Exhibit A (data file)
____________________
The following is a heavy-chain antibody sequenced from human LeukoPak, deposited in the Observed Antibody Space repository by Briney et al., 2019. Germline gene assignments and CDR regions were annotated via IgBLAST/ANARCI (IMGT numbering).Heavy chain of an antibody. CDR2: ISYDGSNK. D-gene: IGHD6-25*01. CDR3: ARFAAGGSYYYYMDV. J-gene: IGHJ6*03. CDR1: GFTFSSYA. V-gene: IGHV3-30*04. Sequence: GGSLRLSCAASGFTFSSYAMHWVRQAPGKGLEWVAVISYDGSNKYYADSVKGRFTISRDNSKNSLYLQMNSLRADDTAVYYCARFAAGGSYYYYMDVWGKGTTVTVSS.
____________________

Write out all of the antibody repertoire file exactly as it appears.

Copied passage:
The following is a heavy-chain antibody sequenced from human LeukoPak, deposited in the Observed Antibody Space repository by Briney et al., 2019. Germline gene assignments and CDR regions were annotated via IgBLAST/ANARCI (IMGT numbering).Heavy chain of an antibody. CDR2: ISYDGSNK. D-gene: IGHD6-25*01. CDR3: ARFAAGGSYYYYMDV. J-gene: IGHJ6*03. CDR1: GFTFSSYA. V-gene: IGHV3-30*04. Sequence: GGSLRLSCAASGFTFSSYAMHWVRQAPGKGLEWVAVISYDGSNKYYADSVKGRFTISRDNSKNSLYLQMNSLRADDTAVYYCARFAAGGSYYYYMDVWGKGTTVTVSS.